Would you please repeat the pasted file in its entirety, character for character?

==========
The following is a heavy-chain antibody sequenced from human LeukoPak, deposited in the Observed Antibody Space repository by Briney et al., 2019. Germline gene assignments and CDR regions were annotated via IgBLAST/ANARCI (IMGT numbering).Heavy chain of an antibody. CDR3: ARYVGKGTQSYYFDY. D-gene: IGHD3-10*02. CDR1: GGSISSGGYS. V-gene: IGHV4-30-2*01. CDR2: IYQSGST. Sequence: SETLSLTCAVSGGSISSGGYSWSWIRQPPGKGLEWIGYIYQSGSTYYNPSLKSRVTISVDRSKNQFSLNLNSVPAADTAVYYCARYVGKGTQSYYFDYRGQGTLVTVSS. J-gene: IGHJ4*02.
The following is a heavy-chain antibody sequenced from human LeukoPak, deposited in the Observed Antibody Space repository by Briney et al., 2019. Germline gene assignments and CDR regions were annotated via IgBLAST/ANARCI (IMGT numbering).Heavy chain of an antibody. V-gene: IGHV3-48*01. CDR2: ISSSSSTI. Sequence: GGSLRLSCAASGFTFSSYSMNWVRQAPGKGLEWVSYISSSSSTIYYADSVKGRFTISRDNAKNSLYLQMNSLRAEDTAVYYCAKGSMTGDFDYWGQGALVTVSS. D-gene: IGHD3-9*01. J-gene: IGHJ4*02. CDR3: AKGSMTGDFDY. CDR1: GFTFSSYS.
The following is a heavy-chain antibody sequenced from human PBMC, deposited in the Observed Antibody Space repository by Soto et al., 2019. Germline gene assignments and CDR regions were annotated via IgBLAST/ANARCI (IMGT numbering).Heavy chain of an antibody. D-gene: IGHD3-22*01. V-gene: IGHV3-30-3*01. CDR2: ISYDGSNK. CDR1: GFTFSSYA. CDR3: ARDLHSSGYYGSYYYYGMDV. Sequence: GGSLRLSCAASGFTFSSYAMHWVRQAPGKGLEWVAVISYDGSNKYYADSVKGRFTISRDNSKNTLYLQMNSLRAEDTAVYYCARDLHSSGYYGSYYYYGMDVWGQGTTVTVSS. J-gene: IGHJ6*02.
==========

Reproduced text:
The following is a heavy-chain antibody sequenced from human LeukoPak, deposited in the Observed Antibody Space repository by Briney et al., 2019. Germline gene assignments and CDR regions were annotated via IgBLAST/ANARCI (IMGT numbering).Heavy chain of an antibody. CDR3: ARYVGKGTQSYYFDY. D-gene: IGHD3-10*02. CDR1: GGSISSGGYS. V-gene: IGHV4-30-2*01. CDR2: IYQSGST. Sequence: SETLSLTCAVSGGSISSGGYSWSWIRQPPGKGLEWIGYIYQSGSTYYNPSLKSRVTISVDRSKNQFSLNLNSVPAADTAVYYCARYVGKGTQSYYFDYRGQGTLVTVSS. J-gene: IGHJ4*02.
The following is a heavy-chain antibody sequenced from human LeukoPak, deposited in the Observed Antibody Space repository by Briney et al., 2019. Germline gene assignments and CDR regions were annotated via IgBLAST/ANARCI (IMGT numbering).Heavy chain of an antibody. V-gene: IGHV3-48*01. CDR2: ISSSSSTI. Sequence: GGSLRLSCAASGFTFSSYSMNWVRQAPGKGLEWVSYISSSSSTIYYADSVKGRFTISRDNAKNSLYLQMNSLRAEDTAVYYCAKGSMTGDFDYWGQGALVTVSS. D-gene: IGHD3-9*01. J-gene: IGHJ4*02. CDR3: AKGSMTGDFDY. CDR1: GFTFSSYS.
The following is a heavy-chain antibody sequenced from human PBMC, deposited in the Observed Antibody Space repository by Soto et al., 2019. Germline gene assignments and CDR regions were annotated via IgBLAST/ANARCI (IMGT numbering).Heavy chain of an antibody. D-gene: IGHD3-22*01. V-gene: IGHV3-30-3*01. CDR2: ISYDGSNK. CDR1: GFTFSSYA. CDR3: ARDLHSSGYYGSYYYYGMDV. Sequence: GGSLRLSCAASGFTFSSYAMHWVRQAPGKGLEWVAVISYDGSNKYYADSVKGRFTISRDNSKNTLYLQMNSLRAEDTAVYYCARDLHSSGYYGSYYYYGMDVWGQGTTVTVSS. J-gene: IGHJ6*02.